The jewel-like jumble of the Rose Cottage annual meadow project 2023. A true botanical delight.

Now for the really fun bit ~ flowers. The Meadowmania description for their Hardy Annual 100% Wildflower Seed Mix promises “a striking range of annual wildflower species from around the world. Including native species such as Echium, and non-natives such as colourful Cosmos” and many more. The website promises Virginia stocks, larkspur, cornflower, Californian poppies, Gypsophylia, candytuft, mignonette, night-scented stocks and Calendula. As well as these beauties we were blessed with Zinnia, Coreopsis and a plant with gorgeous flowers – butter yellow fringed with white petals on delicate dancing stems – that took me ages to identify as Layia platyglossa, a native of western North America from the Asteraceae family. I can remember chucking a whole load of hand-collected flower seeds of mine into the mix too so I am not sure if the wonderful spires of Amaranthus were my doing or part of the fabulous mix from Meadowmania.

The statuesque spires of the Amaranthus plants were a standout feature from mid summer onwards.

First to appear in June were the pretty yellow flowers of rocket plants. Yes indeed, our meadow was also edible in places! That was an unexpected bonus. Next came candytuft, Californian poppies by the thousand and the first few cornflowers. UK native Echium vulgare brought understated glamour, while night scented stocks bought the fragrance. As late spring became summer, Cosmos became the scene steeler but was never too thuggish not to share the limelight with red and deep orange poppies. The almost elusive Layia, borage, Amaranthus, Coreopsis, Zinnia, and Calendula joined in and suddenly we had the most riotously joyful party.

The understated glamour of Echium vulgare.

Abundance brought with it a wonderful chaos and the polite knee-high meadow became a waist high jungle and I loved every visit. I couldn’t wait to see what was shining brightest. With abundance also came decadence and we were invited to harvest great handfuls of flowers to bring inside. Some particularly spectacular specimens made it to the horticultural and industrial sections of our local agricultural show in August to great success.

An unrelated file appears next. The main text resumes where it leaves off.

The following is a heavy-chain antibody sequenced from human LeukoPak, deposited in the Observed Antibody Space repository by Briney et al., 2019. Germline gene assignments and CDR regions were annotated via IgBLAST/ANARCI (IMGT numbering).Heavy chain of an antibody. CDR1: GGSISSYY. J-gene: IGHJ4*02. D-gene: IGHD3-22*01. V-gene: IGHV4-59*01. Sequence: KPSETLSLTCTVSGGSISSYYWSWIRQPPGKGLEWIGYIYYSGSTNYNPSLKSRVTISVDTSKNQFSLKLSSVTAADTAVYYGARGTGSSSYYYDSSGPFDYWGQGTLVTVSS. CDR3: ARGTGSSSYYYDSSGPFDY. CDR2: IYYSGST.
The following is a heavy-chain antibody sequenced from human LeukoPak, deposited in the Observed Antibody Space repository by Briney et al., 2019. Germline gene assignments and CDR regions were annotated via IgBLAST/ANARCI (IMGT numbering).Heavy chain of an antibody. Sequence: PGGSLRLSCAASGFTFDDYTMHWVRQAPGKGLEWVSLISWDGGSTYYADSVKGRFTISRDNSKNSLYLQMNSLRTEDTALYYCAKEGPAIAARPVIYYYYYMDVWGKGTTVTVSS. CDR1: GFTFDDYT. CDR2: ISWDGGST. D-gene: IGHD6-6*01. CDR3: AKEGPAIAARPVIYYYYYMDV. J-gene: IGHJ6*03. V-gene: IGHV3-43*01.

Meadow grown zinnias and cornflowers destined for display at the local show. August 2023.

Wild carrot and feverfew appeared quite late in the season and the Cosmos decided grow further until it was taller than me. August and September were warm but also pretty soggy at times and that leant extra height to the Cosmos and Coreopsis. These were the main two species still standing as Autumn approached, giving the back garden at Rose Cottage a decidedly Battenburgian appearance. Then, just like that, it was over. Except it isn’t remotely over. With the orchard trees still small, it makes perfect sense to make another meadow next summer. That means that the work begins now.

Wild carrot (Daucus carrota) with Coreopsis behind and Layia in the foreground. The Meadowmania Hardy Annual 100% Wildflower Seed Mix gave so much colour and even more texture.

In my next blog I will describe how best to prepare for a meadow project. So many gardeners, garden designers and landscapers use chemicals to clear the way for a wildflower meadow. This is simply not acceptable when, with a little bit of effort and far less expenditure (nasty chemical herbicides are increasing in price all the time) anyone with the right garden conditions can make a riotous humdinger of a party meadow too.

My daughter won third prize in the Arrangement in a Teapot category at our local agricultural show in August 2023 by combining meadow and garden flowers.